No, not really. To be frank with you, this was not part of my life plan. I had a very quiet and private life in Spain, where I worked as a journalist. I would come home every year, especially during Easter, because I’m very active in our parish in my hometown of Orani in Bataan. But in 2012, I came home to take care of my father. He fell ill, and during one of our intimate conversations, he was asking me existentialist questions. He asked me, “What is the meaning of your life, Geraldine?” I told him, “Well, isn’t it enough that I earn money, I save and buy the things that I want, I get to travel?” And he told me: “No. What is the deeper meaning in your life? As long as you don’t help other people, your life has no true meaning.”

I took that as a personal challenge, to continue the legacy that he started. I was only 11 years old when my father started in politics. My father kept telling us that it is a privilege to be a blessing to others. We have been blessed so we have to pay back society and be a blessing to others.

During that time, I was also campaigning for my mother for the 2013 elections. That was when I was observing the whole political culture. Many people were actually thanking me, because at one point in their lives, my parents helped them. My parents were so quiet about helping a lot of people. And I thought to myself: “Well, I could do this. I have so many ideas.”

After living in Europe for so many years, you get to observe a lot of things, how they do things, and you bring home these ideas. This is the reason I ran for Congress.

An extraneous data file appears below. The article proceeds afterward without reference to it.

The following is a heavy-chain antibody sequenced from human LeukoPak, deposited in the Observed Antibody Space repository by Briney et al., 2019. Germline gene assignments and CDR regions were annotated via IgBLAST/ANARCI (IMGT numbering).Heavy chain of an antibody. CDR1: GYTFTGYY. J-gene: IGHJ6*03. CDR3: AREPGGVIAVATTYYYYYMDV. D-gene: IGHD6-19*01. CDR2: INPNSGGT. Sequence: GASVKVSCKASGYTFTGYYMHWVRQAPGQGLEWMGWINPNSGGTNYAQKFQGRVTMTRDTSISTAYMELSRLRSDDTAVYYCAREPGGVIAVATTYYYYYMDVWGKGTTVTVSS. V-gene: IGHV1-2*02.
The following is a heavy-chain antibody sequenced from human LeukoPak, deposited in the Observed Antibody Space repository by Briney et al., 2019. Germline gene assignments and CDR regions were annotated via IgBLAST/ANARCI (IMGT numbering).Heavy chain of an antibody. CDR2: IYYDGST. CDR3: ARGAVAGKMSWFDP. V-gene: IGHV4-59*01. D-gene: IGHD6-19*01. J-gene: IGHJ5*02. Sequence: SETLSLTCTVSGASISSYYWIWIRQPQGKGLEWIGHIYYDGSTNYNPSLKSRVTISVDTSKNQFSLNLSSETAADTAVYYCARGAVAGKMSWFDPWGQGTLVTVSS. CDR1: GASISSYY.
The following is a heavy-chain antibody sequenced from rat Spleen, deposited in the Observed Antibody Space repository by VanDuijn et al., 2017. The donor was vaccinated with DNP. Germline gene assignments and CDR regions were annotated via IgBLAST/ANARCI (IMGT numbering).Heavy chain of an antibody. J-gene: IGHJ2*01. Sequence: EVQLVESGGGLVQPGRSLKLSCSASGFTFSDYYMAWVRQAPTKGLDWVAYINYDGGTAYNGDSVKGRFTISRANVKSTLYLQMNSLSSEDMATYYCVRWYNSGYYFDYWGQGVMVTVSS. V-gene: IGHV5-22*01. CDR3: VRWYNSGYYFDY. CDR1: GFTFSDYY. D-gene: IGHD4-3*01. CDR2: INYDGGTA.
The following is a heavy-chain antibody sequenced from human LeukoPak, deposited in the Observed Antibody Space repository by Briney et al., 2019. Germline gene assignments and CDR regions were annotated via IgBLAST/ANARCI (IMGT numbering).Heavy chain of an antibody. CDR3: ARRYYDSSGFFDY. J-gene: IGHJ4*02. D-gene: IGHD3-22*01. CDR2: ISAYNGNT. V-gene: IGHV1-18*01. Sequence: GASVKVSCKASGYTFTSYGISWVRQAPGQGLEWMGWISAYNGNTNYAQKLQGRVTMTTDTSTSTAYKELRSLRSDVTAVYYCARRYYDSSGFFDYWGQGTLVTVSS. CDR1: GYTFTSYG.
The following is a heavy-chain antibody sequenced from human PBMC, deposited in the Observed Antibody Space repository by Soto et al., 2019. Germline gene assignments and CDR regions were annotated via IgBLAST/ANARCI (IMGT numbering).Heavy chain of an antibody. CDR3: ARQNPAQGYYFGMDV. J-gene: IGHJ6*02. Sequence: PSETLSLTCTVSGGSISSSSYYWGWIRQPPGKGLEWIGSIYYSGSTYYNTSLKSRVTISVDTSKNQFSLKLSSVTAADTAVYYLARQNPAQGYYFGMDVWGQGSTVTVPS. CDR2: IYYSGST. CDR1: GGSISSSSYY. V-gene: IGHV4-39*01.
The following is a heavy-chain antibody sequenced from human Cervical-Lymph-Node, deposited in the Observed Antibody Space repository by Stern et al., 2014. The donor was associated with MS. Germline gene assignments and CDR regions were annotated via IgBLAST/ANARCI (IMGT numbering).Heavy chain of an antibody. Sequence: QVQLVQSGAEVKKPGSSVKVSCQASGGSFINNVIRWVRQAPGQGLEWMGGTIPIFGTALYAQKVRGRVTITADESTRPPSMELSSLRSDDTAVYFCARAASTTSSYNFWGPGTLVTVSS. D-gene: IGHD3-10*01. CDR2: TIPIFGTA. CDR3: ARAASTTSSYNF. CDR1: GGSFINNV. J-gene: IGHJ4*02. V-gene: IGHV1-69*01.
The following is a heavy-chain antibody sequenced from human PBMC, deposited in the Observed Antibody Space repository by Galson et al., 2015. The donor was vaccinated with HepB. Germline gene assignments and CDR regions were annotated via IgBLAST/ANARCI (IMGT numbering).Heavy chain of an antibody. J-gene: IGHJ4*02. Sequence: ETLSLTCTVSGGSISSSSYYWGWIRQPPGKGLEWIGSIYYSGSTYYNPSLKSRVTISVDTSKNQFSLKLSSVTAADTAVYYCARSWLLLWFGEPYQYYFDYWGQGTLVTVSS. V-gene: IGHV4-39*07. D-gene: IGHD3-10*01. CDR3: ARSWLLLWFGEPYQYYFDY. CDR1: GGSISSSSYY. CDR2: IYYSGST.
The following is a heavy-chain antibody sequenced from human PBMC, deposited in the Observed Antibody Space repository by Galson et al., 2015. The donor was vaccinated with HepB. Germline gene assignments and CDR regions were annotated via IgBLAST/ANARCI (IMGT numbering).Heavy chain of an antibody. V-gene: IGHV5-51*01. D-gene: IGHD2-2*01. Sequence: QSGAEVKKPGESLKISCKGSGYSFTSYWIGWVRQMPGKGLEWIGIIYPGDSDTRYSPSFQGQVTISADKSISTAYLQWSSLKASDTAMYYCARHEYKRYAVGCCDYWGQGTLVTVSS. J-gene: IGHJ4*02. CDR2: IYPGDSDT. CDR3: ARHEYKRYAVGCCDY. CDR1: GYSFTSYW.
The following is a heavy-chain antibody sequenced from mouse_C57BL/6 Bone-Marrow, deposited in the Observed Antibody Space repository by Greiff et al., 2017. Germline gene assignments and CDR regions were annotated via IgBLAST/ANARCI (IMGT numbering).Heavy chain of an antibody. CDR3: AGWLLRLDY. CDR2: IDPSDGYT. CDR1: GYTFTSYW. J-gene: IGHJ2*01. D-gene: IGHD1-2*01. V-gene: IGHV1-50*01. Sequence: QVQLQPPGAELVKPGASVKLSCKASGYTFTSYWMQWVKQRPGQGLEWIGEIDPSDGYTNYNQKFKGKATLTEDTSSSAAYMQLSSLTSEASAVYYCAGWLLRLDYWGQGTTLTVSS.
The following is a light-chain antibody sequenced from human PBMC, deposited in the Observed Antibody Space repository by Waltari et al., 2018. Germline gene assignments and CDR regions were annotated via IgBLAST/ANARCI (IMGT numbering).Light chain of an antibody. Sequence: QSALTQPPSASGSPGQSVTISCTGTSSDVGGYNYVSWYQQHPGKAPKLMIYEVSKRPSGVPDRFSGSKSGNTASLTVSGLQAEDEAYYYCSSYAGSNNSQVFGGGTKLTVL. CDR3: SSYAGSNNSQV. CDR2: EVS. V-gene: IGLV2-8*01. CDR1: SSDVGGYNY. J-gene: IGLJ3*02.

What kind of family is the Roman family?

We’re very Catholic. We have very philosophical discussions on the meaning of life, relating everything to God and the will of God in our lives, His plan. We often deal with our purpose in life, and we talk about our mortality. It’s very deep.

We have this notion of public service as being a privilege. When you’re in a capacity to help other people, it is a privilege. What did you do in your life to deserve the situation you’re in? If you’re in a situation of being able to help others, take advantage of that situation. That’s our philosophy.

When people ask me, “What do you think made you win?” I say it’s not my personal charm; it’s not the mere fact that I’m a trans woman. I think it’s more of my parents. If you plant good seeds, they will bear good fruit.

 

How great was your parents’ influence on you in terms of politics?

Through my father, I learned that you serve the people well based on your beliefs. It is our belief that each person — regardless of his or her personal circumstances, gender or socioeconomic status, or educational attainment, or age — deserves dignity. Because we believe we are children of God and each one has a special purpose in life. So when you serve, you have to bear that in mind, always.

From my father I learned the philosophical side of this position, and from my mom, the practical. She’s very hardworking, so I got that from her.